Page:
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Old 05-18-2008, 06:03 PM   #1
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Berwyn , Alberta
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'77 Excella 500

Hello To All,

I've been skulking in the background, reading and learning, for the past year and have finally located a 1977 31' Excella 500 that I will be seeing for the first time in two weeks. Although my wife and I have owned SOB's for 25 years ( currently have a 27.5' Kustom Koach - Canadian, eh ), I was wondering what may cause us grief on the '77 Excella.

I've heard references to hydraulic brakes ?? ( I thought they went out in the 60's ) and tail droop due to weak/undersized frames ( this is a rear bath model ) and floor rot, so I can probably spot the obvious, but are there other 'issues' that we should be aware of?

According to the current owner, the unit is pristine ( aren't they all? ) and can be had for $6000.00 (CDN) and is within 200 miles of our current location. If any of this is true, doesn't that sound like a deal, or am I just trying to sell myself on owning an A/S?

Thanks for any and all fedback.
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Old 05-18-2008, 06:27 PM   #2
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If it's in great condition, that's not a bad price. The rear bath models did have the separation problem; however, it can be fixed, but that would drop the price a bit. Check the frig to see if it will work on both gas and electric. That's about $900.00 to $1400.00 to replace. Check the A/C, if it has one in Canada. That's about $600.00 to replace. Do the ice pick test on the floors and hook it up to shore water to see if it leaks under pressure. See if the windows open and what the gaskets look like. Gaskets are cheap, but it takes time to replace them. If it has vista-view windows, forget how they look. They all look terrible by this time and are a bummer to clean. Don't let anyone tell you it's easy to clean them...it's not, but you can camp with them the way they are until you want to tackle the job. Make sure if there are vista-views that the shades are there because they get really hot in the sun if you can't cover them. Check the axels, first by just seeing how high the coach is riding on the tires. You should be able to see 2 or 3 inches up on the rubber past the wheels. Axels are about $800.00 a piece. Just look the trailer over and if there are things you need before you can go camping, discuss the price with the owner. Oh yes, check the inside lights and outlets to see if the 12V and shore electric work. Also check the running lights if you can hook it up to your tow vehicle. HOWEVER, if you love it and can work on it....everyone here knows it will be at your house in 2 weeks and ONE DAY.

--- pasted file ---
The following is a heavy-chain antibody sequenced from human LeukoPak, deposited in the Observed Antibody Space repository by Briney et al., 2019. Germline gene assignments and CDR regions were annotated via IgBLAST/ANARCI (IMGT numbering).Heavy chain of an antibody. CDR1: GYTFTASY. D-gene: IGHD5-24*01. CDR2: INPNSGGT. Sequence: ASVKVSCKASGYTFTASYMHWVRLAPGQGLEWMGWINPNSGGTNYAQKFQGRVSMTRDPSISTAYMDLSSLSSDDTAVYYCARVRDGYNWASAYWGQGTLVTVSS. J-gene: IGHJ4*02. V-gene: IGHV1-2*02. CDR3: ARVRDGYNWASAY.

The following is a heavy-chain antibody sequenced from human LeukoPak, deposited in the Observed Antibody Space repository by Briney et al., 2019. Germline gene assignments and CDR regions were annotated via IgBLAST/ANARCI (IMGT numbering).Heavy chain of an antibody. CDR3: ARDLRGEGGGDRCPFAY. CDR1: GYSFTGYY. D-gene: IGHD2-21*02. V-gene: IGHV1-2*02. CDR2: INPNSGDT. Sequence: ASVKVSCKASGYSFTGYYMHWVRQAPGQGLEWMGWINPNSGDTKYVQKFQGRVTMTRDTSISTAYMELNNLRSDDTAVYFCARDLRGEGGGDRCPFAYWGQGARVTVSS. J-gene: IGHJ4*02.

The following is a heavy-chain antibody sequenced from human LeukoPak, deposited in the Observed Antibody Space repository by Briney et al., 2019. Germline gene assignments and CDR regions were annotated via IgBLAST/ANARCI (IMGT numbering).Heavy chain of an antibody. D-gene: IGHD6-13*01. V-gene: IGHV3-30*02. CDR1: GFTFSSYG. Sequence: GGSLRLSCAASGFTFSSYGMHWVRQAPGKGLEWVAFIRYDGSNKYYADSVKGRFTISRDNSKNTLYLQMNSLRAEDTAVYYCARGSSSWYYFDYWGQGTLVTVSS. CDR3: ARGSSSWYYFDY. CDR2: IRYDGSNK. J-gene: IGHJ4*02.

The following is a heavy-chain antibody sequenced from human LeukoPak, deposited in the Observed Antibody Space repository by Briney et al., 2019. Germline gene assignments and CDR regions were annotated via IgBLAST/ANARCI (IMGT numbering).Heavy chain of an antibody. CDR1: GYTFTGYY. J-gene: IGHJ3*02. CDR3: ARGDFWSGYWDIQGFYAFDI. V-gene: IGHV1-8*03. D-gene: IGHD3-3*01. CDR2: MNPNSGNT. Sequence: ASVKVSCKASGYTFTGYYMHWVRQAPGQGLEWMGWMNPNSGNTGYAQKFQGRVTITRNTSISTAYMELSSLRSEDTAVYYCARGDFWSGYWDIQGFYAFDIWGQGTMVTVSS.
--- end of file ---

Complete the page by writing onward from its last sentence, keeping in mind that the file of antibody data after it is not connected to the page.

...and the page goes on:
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Old 05-18-2008, 07:10 PM   #3
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The ice pick check should be used especially on the floor at the entry door. The '77s had true vacuum assist hydraulic brakes - not electric over hydraulic. A vacuum hose was connected between the TV and trailer. Most original installations probably won't be working after all this time unless they were meticulously maintained. I understand parts are still available.
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Old 05-18-2008, 08:13 PM   #4
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Look for a telltale bulge over the wheelwell-if there, it indicates the frame has bent.
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Old 05-18-2008, 08:55 PM   #5
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Thanks for the heads up on the hydraulic brakes. I plan on crawling underneath to check the axles and look for any obvious signs of fatigue, so I'll keep an eye open for hydraulic lines, rather than wires and an eye open for bulges over the wheelwells.
Good point about window gaskets and operability. I'll definitely check all of the appliances - including the water pump and water heater and the holding tanks. Unlike all of our previous trailers, the A/S has enclosed tanks and lines and the possibility of a leak inside all of that sheet metal is daunting, to say the least.
I shall take a 110 volt light tester with me and all of the lights should be 12 volt shouldn't they? We will hook up the TV to check out the running lights, signals etc. and the brakes - if they are electric. Our TV is a Dodge diesel, so I don't know about vacuum over hydraulic brakes. Hopefully the PO will have changed the axles out for electric brakes by now.